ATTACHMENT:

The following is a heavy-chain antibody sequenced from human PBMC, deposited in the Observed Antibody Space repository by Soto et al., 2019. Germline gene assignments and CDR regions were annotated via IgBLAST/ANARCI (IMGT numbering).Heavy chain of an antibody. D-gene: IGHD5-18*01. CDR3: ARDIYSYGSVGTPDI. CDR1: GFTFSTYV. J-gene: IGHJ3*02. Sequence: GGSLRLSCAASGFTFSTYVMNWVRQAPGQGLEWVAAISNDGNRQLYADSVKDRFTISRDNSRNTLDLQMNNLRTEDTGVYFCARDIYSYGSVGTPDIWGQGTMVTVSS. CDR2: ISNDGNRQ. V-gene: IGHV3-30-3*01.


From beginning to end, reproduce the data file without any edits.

The following is a heavy-chain antibody sequenced from human PBMC, deposited in the Observed Antibody Space repository by Soto et al., 2019. Germline gene assignments and CDR regions were annotated via IgBLAST/ANARCI (IMGT numbering).Heavy chain of an antibody. D-gene: IGHD5-18*01. CDR3: ARDIYSYGSVGTPDI. CDR1: GFTFSTYV. J-gene: IGHJ3*02. Sequence: GGSLRLSCAASGFTFSTYVMNWVRQAPGQGLEWVAAISNDGNRQLYADSVKDRFTISRDNSRNTLDLQMNNLRTEDTGVYFCARDIYSYGSVGTPDIWGQGTMVTVSS. CDR2: ISNDGNRQ. V-gene: IGHV3-30-3*01.